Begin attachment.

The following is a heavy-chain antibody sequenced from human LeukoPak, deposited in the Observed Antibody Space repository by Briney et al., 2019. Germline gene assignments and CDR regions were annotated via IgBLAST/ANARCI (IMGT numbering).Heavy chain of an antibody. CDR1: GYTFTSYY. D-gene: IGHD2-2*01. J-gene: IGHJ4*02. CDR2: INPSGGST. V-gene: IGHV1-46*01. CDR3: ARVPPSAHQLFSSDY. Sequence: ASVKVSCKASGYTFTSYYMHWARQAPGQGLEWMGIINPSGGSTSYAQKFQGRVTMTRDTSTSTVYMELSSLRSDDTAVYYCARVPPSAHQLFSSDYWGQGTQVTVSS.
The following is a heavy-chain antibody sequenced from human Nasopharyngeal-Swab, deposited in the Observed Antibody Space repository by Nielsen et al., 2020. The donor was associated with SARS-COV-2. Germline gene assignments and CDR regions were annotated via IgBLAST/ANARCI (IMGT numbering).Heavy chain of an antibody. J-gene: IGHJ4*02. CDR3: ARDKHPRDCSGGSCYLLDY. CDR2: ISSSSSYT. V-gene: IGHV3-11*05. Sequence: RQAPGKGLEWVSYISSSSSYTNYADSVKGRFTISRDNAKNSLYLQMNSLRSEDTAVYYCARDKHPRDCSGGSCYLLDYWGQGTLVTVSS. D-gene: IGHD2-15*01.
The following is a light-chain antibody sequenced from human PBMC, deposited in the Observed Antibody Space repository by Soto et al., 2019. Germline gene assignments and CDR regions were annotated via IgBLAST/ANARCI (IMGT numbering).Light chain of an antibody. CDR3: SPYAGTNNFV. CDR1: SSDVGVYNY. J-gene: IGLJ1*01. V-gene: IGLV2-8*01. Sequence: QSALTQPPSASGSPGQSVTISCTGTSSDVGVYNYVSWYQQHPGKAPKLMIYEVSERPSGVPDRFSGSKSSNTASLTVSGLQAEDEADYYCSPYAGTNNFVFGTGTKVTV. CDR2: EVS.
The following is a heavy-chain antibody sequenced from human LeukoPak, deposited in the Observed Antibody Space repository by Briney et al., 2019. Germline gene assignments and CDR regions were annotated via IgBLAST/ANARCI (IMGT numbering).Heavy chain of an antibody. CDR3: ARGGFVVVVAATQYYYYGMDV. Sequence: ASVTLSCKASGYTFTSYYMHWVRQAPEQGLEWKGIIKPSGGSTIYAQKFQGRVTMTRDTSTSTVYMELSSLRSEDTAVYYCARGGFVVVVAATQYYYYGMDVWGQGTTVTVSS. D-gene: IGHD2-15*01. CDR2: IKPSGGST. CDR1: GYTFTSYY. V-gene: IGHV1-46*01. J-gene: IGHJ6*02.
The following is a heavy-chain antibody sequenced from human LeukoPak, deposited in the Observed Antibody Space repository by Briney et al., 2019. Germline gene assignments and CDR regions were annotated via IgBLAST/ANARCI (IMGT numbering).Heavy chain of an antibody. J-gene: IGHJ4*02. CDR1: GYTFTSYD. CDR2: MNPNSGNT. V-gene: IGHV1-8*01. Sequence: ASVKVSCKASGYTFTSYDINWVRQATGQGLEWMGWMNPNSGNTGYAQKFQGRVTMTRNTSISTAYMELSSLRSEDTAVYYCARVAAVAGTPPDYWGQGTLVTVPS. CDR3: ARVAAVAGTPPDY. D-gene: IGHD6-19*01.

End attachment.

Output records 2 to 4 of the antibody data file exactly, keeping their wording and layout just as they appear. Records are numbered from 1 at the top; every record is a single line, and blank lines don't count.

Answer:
The following is a heavy-chain antibody sequenced from human Nasopharyngeal-Swab, deposited in the Observed Antibody Space repository by Nielsen et al., 2020. The donor was associated with SARS-COV-2. Germline gene assignments and CDR regions were annotated via IgBLAST/ANARCI (IMGT numbering).Heavy chain of an antibody. J-gene: IGHJ4*02. CDR3: ARDKHPRDCSGGSCYLLDY. CDR2: ISSSSSYT. V-gene: IGHV3-11*05. Sequence: RQAPGKGLEWVSYISSSSSYTNYADSVKGRFTISRDNAKNSLYLQMNSLRSEDTAVYYCARDKHPRDCSGGSCYLLDYWGQGTLVTVSS. D-gene: IGHD2-15*01.
The following is a light-chain antibody sequenced from human PBMC, deposited in the Observed Antibody Space repository by Soto et al., 2019. Germline gene assignments and CDR regions were annotated via IgBLAST/ANARCI (IMGT numbering).Light chain of an antibody. CDR3: SPYAGTNNFV. CDR1: SSDVGVYNY. J-gene: IGLJ1*01. V-gene: IGLV2-8*01. Sequence: QSALTQPPSASGSPGQSVTISCTGTSSDVGVYNYVSWYQQHPGKAPKLMIYEVSERPSGVPDRFSGSKSSNTASLTVSGLQAEDEADYYCSPYAGTNNFVFGTGTKVTV. CDR2: EVS.
The following is a heavy-chain antibody sequenced from human LeukoPak, deposited in the Observed Antibody Space repository by Briney et al., 2019. Germline gene assignments and CDR regions were annotated via IgBLAST/ANARCI (IMGT numbering).Heavy chain of an antibody. CDR3: ARGGFVVVVAATQYYYYGMDV. Sequence: ASVTLSCKASGYTFTSYYMHWVRQAPEQGLEWKGIIKPSGGSTIYAQKFQGRVTMTRDTSTSTVYMELSSLRSEDTAVYYCARGGFVVVVAATQYYYYGMDVWGQGTTVTVSS. D-gene: IGHD2-15*01. CDR2: IKPSGGST. CDR1: GYTFTSYY. V-gene: IGHV1-46*01. J-gene: IGHJ6*02.